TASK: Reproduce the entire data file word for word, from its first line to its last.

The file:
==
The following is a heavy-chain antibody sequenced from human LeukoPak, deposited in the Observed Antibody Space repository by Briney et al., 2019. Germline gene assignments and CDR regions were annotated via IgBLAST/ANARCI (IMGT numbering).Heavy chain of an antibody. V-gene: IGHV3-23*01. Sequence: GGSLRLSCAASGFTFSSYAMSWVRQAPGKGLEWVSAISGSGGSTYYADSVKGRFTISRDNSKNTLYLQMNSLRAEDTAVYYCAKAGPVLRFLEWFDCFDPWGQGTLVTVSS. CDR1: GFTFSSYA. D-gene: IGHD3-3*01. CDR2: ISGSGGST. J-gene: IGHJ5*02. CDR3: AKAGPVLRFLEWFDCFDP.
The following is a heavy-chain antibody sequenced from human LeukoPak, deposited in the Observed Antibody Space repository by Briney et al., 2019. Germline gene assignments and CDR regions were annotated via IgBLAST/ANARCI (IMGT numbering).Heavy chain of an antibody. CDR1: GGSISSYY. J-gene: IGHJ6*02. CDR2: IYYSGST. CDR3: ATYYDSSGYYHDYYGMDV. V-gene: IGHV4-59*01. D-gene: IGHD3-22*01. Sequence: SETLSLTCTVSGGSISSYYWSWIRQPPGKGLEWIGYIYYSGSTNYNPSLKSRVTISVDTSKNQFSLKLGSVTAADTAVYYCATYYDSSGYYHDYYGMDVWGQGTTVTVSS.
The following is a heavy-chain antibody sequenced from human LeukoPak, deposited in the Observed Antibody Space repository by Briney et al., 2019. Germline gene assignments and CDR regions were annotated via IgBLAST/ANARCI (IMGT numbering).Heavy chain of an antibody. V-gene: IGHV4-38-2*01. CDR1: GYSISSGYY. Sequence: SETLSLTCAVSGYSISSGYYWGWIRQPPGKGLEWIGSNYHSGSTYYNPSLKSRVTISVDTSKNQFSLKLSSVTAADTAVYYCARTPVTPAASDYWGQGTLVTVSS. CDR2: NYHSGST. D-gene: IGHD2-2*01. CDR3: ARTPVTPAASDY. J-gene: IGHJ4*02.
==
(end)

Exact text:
The following is a heavy-chain antibody sequenced from human LeukoPak, deposited in the Observed Antibody Space repository by Briney et al., 2019. Germline gene assignments and CDR regions were annotated via IgBLAST/ANARCI (IMGT numbering).Heavy chain of an antibody. V-gene: IGHV3-23*01. Sequence: GGSLRLSCAASGFTFSSYAMSWVRQAPGKGLEWVSAISGSGGSTYYADSVKGRFTISRDNSKNTLYLQMNSLRAEDTAVYYCAKAGPVLRFLEWFDCFDPWGQGTLVTVSS. CDR1: GFTFSSYA. D-gene: IGHD3-3*01. CDR2: ISGSGGST. J-gene: IGHJ5*02. CDR3: AKAGPVLRFLEWFDCFDP.
The following is a heavy-chain antibody sequenced from human LeukoPak, deposited in the Observed Antibody Space repository by Briney et al., 2019. Germline gene assignments and CDR regions were annotated via IgBLAST/ANARCI (IMGT numbering).Heavy chain of an antibody. CDR1: GGSISSYY. J-gene: IGHJ6*02. CDR2: IYYSGST. CDR3: ATYYDSSGYYHDYYGMDV. V-gene: IGHV4-59*01. D-gene: IGHD3-22*01. Sequence: SETLSLTCTVSGGSISSYYWSWIRQPPGKGLEWIGYIYYSGSTNYNPSLKSRVTISVDTSKNQFSLKLGSVTAADTAVYYCATYYDSSGYYHDYYGMDVWGQGTTVTVSS.
The following is a heavy-chain antibody sequenced from human LeukoPak, deposited in the Observed Antibody Space repository by Briney et al., 2019. Germline gene assignments and CDR regions were annotated via IgBLAST/ANARCI (IMGT numbering).Heavy chain of an antibody. V-gene: IGHV4-38-2*01. CDR1: GYSISSGYY. Sequence: SETLSLTCAVSGYSISSGYYWGWIRQPPGKGLEWIGSNYHSGSTYYNPSLKSRVTISVDTSKNQFSLKLSSVTAADTAVYYCARTPVTPAASDYWGQGTLVTVSS. CDR2: NYHSGST. D-gene: IGHD2-2*01. CDR3: ARTPVTPAASDY. J-gene: IGHJ4*02.